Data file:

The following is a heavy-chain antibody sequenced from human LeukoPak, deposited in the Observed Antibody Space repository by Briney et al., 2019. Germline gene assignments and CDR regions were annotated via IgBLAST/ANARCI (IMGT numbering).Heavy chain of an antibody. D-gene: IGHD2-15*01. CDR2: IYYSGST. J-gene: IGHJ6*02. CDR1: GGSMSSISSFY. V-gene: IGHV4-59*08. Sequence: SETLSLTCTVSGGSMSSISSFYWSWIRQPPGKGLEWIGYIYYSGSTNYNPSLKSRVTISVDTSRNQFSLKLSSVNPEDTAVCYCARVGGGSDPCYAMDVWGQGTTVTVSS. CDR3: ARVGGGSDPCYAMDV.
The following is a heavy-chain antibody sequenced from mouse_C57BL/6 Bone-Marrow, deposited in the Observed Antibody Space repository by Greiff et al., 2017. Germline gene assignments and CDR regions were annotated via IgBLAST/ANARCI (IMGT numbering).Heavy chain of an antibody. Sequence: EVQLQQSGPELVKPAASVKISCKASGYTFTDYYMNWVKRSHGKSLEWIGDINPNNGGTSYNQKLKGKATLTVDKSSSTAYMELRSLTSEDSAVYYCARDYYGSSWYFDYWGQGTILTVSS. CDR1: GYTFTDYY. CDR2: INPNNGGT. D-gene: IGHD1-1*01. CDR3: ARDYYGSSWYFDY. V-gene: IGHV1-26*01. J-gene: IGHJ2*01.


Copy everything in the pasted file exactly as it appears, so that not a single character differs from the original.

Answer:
The following is a heavy-chain antibody sequenced from human LeukoPak, deposited in the Observed Antibody Space repository by Briney et al., 2019. Germline gene assignments and CDR regions were annotated via IgBLAST/ANARCI (IMGT numbering).Heavy chain of an antibody. D-gene: IGHD2-15*01. CDR2: IYYSGST. J-gene: IGHJ6*02. CDR1: GGSMSSISSFY. V-gene: IGHV4-59*08. Sequence: SETLSLTCTVSGGSMSSISSFYWSWIRQPPGKGLEWIGYIYYSGSTNYNPSLKSRVTISVDTSRNQFSLKLSSVNPEDTAVCYCARVGGGSDPCYAMDVWGQGTTVTVSS. CDR3: ARVGGGSDPCYAMDV.
The following is a heavy-chain antibody sequenced from mouse_C57BL/6 Bone-Marrow, deposited in the Observed Antibody Space repository by Greiff et al., 2017. Germline gene assignments and CDR regions were annotated via IgBLAST/ANARCI (IMGT numbering).Heavy chain of an antibody. Sequence: EVQLQQSGPELVKPAASVKISCKASGYTFTDYYMNWVKRSHGKSLEWIGDINPNNGGTSYNQKLKGKATLTVDKSSSTAYMELRSLTSEDSAVYYCARDYYGSSWYFDYWGQGTILTVSS. CDR1: GYTFTDYY. CDR2: INPNNGGT. D-gene: IGHD1-1*01. CDR3: ARDYYGSSWYFDY. V-gene: IGHV1-26*01. J-gene: IGHJ2*01.